Friday, August 12, 2011

1000 SONGS - DAY 100: SONG # 130

DAY 100- A Tribute to Irving Berlin

Day 100 should be dedicated to one very special musician. I think the one who wrote that song, that also fits neatly into the category "Song that makes you fall asleep", deserves to be regarded as such. Russian Lullaby is one of the many songs written by Irving Berlin that belong to the standard tunes of 20th century music. Being the child of Russian immigrants of jewish descent (his father having been a kantor - or chazan), there might be some biographical connotations to be found in that composition. I will start this here post with an old instrumental version done by the GREAT Mary Lou Williams and Bill Coleman:

Still from the Swing era, with a new main instrument and vocals added: listen to the wonderful guitar playing of the Argentinian Jazz-Pioneer Oscar Alemán when rendering that song:

In an interview, David Grisman said, that Oscar Alemán was as good a jazz guitar player as Django Reinhardt in the style that Django made famous and that he could even "out-swing" Django, and that its was Oscar Alemán that Jerry Garcia learned "Russian Lullaby" from:
"He was definitely a key player and widely overlooked because he moved back to Argentina during the war, and stayed there, and made a lot of incredible records in Argentina, swing records, with a similar group to Django's. And Jerry Garcia actually turned me on to him -- he's where Jerry learned 'Russian Lullaby' from."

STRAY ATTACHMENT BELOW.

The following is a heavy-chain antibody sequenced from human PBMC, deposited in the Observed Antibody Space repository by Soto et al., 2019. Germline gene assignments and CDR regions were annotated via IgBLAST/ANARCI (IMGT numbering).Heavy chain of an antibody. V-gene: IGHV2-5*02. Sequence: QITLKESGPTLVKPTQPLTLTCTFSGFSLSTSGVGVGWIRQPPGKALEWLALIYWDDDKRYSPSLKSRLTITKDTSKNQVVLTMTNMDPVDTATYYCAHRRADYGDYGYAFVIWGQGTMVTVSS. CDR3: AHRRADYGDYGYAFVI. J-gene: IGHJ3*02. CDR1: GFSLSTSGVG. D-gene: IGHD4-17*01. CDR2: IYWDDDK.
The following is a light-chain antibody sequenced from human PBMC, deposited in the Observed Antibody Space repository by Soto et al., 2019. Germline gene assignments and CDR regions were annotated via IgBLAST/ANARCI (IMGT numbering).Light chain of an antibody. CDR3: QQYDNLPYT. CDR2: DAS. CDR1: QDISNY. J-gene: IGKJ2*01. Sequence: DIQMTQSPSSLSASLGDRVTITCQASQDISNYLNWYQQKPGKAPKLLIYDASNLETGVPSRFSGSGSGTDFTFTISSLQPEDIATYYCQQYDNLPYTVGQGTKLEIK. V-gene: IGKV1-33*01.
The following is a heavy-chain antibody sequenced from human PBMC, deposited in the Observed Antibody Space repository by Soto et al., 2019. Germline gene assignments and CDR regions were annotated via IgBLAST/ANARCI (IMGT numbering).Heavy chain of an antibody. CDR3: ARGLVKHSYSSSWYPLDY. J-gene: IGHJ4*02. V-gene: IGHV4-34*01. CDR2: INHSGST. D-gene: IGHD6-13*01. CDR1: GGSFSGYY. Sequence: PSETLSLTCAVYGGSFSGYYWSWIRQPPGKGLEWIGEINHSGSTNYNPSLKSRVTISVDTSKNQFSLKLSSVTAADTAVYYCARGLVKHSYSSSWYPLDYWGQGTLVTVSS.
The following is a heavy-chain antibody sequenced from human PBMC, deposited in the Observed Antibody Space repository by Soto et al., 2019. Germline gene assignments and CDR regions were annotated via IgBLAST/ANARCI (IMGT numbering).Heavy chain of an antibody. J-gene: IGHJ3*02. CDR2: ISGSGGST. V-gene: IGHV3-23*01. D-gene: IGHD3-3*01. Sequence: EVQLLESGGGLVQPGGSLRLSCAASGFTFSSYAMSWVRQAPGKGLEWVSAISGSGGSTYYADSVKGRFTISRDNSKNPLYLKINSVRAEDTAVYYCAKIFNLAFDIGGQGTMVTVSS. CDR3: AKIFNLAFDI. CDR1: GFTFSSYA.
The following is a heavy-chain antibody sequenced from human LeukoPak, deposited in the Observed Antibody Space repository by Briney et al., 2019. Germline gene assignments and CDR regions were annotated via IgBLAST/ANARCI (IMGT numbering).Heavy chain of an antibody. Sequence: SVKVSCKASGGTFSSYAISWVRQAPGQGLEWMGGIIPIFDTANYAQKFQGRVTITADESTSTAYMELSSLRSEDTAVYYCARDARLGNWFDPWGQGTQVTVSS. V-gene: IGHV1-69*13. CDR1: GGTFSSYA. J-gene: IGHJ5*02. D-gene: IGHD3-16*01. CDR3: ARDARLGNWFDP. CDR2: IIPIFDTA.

Here is the version of the song as done by David & Jerry, their collaborations are my favourite recordings featuring Jerry, be it with "Old and in the Way" or the duets of the two.

The (almost: a-capella) version by Ella Fitzgerald has been sampled by some boys who do electronic stuff, an d also by Damian Marley on his "Road to Zion" ft. Nas. I do like that kind of usage of the "Ella-Sample", so here is Ella's Version followed by the Damian Marley track:

And finally, for something completely different, the version of the song done by John Coltrane in a very fast jazz tempo, from "Soultrane":

Coltrane is said to have reacted to the question "Why don't you come up with a standard tune" by playing it in that way and, being asked: "what was that tune?" to have answered: "Rushin' Lullaby".

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